My morning routine was starting nicely. I woke up just after 3pm (I work graveyards,) had breakfast, made coffee, planned to do some housework and prep dinner for when my fiancée got home. I give myself a free hour everyday to catch up on the interwebs. Things went sideways.
I was reading an Academie Duello blog post, and watched the attached video about the recent Canada Day parade. Twenty two minutes in, disaster strikes. Two students are fencing in protective gear, at an easy pace. Male and female. The male student gains an advantage on the female student, and leans in to land his shot. The announcer seems surprised by this. The quote: “…goin in for the kill! I mean, is chivalry dead?…” The announcers female counterpart, after a slight pause, makes a comment that it might be about equality.
I’m just stunned by this. Honestly, I just took a five minute writing break to vent. It’s the fucking 21st century. It’s Vancouver. Canada for gods sake. I suppose I’m having a hard time articulating why I’m so worked up. It’s the assumption that a man shouldn’t hit a woman. It’s the assumption that, by default, even with similar arms, a woman is not going to be as capable of defense as a man. She should be pitied and given handicaps because nature has punished her enough by making her not a man. When the Feminist Frequency thing hit the web, I kind of ignore it. I made the assumption that it was just trouble stirred up the usual portion of humanity that fills the bottom of the well. It had to be, because we’ve grown past the need for feminism. Heck, we’re almost past the point of needing gay activism. Good for us!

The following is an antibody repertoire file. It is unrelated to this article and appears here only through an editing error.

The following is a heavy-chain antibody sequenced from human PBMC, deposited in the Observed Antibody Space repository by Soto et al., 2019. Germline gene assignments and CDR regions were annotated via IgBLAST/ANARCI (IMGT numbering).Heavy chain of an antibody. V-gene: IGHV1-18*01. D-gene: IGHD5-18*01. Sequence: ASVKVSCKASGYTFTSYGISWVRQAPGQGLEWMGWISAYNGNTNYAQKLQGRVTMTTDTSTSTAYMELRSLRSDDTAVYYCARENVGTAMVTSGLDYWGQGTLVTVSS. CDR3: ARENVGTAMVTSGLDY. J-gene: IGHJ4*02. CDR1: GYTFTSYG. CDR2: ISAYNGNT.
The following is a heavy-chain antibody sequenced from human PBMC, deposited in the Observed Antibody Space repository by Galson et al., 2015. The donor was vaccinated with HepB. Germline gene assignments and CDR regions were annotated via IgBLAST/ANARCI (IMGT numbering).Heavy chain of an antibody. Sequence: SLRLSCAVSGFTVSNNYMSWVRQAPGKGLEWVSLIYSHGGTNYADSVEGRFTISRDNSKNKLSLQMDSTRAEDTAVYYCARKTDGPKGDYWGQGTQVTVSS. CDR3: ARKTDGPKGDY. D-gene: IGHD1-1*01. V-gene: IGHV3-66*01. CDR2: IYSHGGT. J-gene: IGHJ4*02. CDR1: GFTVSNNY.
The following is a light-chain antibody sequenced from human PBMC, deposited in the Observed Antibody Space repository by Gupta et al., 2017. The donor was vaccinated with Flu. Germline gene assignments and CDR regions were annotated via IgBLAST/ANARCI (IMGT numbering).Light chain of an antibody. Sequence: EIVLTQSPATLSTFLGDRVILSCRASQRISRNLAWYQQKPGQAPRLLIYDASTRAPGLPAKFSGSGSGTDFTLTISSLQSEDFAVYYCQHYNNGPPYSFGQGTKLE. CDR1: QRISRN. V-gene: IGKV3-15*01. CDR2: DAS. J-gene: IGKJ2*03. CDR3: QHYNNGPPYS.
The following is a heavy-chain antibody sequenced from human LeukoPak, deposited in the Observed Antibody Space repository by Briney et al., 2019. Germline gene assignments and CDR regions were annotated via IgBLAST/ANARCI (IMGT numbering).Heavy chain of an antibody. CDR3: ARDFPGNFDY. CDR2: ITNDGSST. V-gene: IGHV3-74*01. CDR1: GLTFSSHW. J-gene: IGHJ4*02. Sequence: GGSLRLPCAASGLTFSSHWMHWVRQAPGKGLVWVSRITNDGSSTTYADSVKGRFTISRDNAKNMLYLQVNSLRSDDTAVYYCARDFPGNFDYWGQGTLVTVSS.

Except, not. Dinner at my mom’s (I won’t use her real name) last Christmas will serve as an example. My mom had a big turkey cooking, and she was worried about manoeuvring it back out of a hot oven. She asked for help. My girlfriend was right there, so she jumped in to take it out. Serious screeching erupted from my mom and the other women in the room as I stayed put on the comfy couch watching. The screeching was directed at me. How dare I not jump up and help my poor, weak girlfriend? It was a huge turkey, and she was just a woman! How dare I expect her to lift it herself?!? Yeah… This is my girlfriend:
I firmly believe she could shotput a thirty-pound turkey the length of a football field, if she wasn’t worried about blowing our mortal minds.
I guess when a woman takes up swordplay, the menfolk are supposed to humour her. Don’t attack back! Just let her attack you, and defend yourself. Don’t want to treat her like a real person, with a real interest in learning something, do we? Hells no.
I’m just struggling here to find the right analogy, but I don’t think I can find it. I will just never understand the mindset of some people. I honestly think they live in a fantasy land. I realize that it’s a shared hallucination, and a sizable chunk of humanity participates. I don’t. I won’t. I hate it. I hate every little bit of what it stands for. I hate where it came from, I hate what it means.